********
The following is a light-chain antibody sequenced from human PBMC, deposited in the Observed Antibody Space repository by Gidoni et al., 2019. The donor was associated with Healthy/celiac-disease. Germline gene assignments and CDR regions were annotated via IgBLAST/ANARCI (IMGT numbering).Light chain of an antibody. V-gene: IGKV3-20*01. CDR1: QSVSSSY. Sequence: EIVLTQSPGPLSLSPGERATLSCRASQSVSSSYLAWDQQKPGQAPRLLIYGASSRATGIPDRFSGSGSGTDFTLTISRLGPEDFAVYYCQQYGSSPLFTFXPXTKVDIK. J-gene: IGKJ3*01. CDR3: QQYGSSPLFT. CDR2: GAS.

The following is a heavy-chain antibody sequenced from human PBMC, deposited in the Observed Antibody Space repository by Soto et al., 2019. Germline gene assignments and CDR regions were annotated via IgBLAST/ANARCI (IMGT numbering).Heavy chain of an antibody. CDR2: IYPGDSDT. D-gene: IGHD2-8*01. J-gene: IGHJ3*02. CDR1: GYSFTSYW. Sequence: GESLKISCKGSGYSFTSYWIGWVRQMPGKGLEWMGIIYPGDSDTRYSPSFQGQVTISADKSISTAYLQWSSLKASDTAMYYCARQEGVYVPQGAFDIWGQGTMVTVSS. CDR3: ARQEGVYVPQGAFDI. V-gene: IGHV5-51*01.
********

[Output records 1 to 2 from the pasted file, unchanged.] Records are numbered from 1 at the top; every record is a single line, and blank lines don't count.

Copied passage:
The following is a light-chain antibody sequenced from human PBMC, deposited in the Observed Antibody Space repository by Gidoni et al., 2019. The donor was associated with Healthy/celiac-disease. Germline gene assignments and CDR regions were annotated via IgBLAST/ANARCI (IMGT numbering).Light chain of an antibody. V-gene: IGKV3-20*01. CDR1: QSVSSSY. Sequence: EIVLTQSPGPLSLSPGERATLSCRASQSVSSSYLAWDQQKPGQAPRLLIYGASSRATGIPDRFSGSGSGTDFTLTISRLGPEDFAVYYCQQYGSSPLFTFXPXTKVDIK. J-gene: IGKJ3*01. CDR3: QQYGSSPLFT. CDR2: GAS.

The following is a heavy-chain antibody sequenced from human PBMC, deposited in the Observed Antibody Space repository by Soto et al., 2019. Germline gene assignments and CDR regions were annotated via IgBLAST/ANARCI (IMGT numbering).Heavy chain of an antibody. CDR2: IYPGDSDT. D-gene: IGHD2-8*01. J-gene: IGHJ3*02. CDR1: GYSFTSYW. Sequence: GESLKISCKGSGYSFTSYWIGWVRQMPGKGLEWMGIIYPGDSDTRYSPSFQGQVTISADKSISTAYLQWSSLKASDTAMYYCARQEGVYVPQGAFDIWGQGTMVTVSS. CDR3: ARQEGVYVPQGAFDI. V-gene: IGHV5-51*01.